can feminism be taught in schools?

Meet the uni students bringing feminism into the classroom.

by Naomi Russo
31 August 2016, 4:25am

Image by Ashley Goodall

In late 2015, a group of students at the University of Sydney decided it was time feminism entered high school classrooms. Understanding these things are usually easier said than done, they tasked themselves with making it happen and fEMPOWER was born. Members include Anna Hush, the leader of the movement for sexual assault reform on campus; Julia Readett, the former Women's Officer at Sydney Uni; and Subeta Vimalarajah, Arabella Close and Courtney Thomson who were all active in last year's protests against the tampon tax.

In the months since they started out, the group's members have begun work with eight schools in the Sydney region, delivering free workshops to over 700 students. The purpose of fEMPOWER is to not only educate students about feminist issues, but also inspire them to form their own collectives for change. We spoke to Subeta about the complexities of teaching a belief system.

You were all active within women's rights in your own communities, why did you decide to extend the work to schools?
fEMPOWER was created because we all saw a gap in the current education system. The only mentions of feminism in the syllabus are as a "historical movement," or it relied on students self-selecting courses like Society and Culture or teachers volunteering a "feminist perspective" to the study of English. We'd all had the experience of teachers and schools that actively taught gender inequality and encouraged female students to be outspoken leaders — we wanted our experiences to be the rule, rather than the exception.

It can be difficult to pierce the school system, how did you go about getting into the first school you visited?
We put together a promotional pack of all the ways feminism is alluded to in the NSW curriculum, as well as explaining the types of skills students could gain through our workshops. We asked young people to come to a generic workshop we held at the University of Sydney and then afterwards, we asked them to contact us if they wanted a workshop at their school. A lot of them did! We gave them the promotional pack which they gave to a teacher who then organised the logistics with us. Our first school was Penrith High School. They were short lunchtime workshops but we had an absolute blast and once we had one school, the others came swiftly.

That's smart to allow the students to invite the engagement in. What do you discuss in the workshops?
Our content changes based on the school. We pride ourselves on being malleable to what teachers feel comfortable with, the feedback we get from students after each session and the ideas of our peers. Our initial focus was on intersectional feminism, which we tried to make accessible to students through pop culture figures like Taylor Swift, Rihanna and Laverne Cox. Since then we've moved towards looking at some of the "myths" that surround feminism: "Feminists believe all women are more disadvantaged than all men," "Feminists believe all women are victims," "Feminists don't care about the rights of men."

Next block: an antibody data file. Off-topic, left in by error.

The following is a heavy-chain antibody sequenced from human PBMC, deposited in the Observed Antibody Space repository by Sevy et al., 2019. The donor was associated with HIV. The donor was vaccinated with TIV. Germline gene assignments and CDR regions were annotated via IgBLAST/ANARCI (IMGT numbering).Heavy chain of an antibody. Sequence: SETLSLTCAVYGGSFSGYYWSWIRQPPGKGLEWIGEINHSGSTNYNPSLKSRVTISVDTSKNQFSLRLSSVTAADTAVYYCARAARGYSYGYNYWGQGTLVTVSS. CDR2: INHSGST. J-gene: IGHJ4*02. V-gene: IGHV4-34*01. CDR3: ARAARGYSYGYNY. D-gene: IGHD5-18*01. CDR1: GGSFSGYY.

Are there complications of "teaching" a believes system? Obviously there is no right or wrong way to engage with this.
Totally, so we don't answer them (the previous issues) directly. One thing we're not too keen on is trying to create a "model feminist". Often the desire to make everyone want to identify as a feminist means policing other feminists. So, we'll always play devil's advocate. We also have a separate "Empowering Allies" workshop we run with male students which focuses on breaking down masculinity, understanding how it is constructed, and working through how to resolve your behaviour when you may have, unconsciously, behaved in a sexist way.

How has the reaction differed between boys and girls?
Girl selective schools absolutely love it. It's a bonding experience, they share their experiences of sexism and have a million questions and ideas to share. Combined classes can be difficult because we find that boys dominate the conversation, but we also don't want to put female students on the spot and make them feel uncomfortable. When we've had classes with just boys, they will be reluctant to talk in a big group, but often have really interesting things to say in smaller groups with just their friends.

Has anything surprised you during the sessions?
It's been surprising to see how much young people have changed since we were at school. Mainstream media is talking about gender inequality a lot more, and we see that in how switched on students are to these issues. However, it's also interesting to see how divided that access is. Whilst some students are clearly already attending marriage equality rallies on the weekend others are still baffled by the gender pay gap, or haven't considered how feminism fails to cater for more disadvantaged women.

What's next?
We want to create an online space for students who have attended our workshops to be able to discuss feminism and ask us any questions. We want to return to schools that we've already run workshops at. We want to travel out further — potentially to regional schools — and do a road-trip. Lots of things! Our very next step is celebrating our first birthday with a fundraiser and a huge cake.



Text Naomi Russo
Image by Ashley Goodall

high school
University of Sydney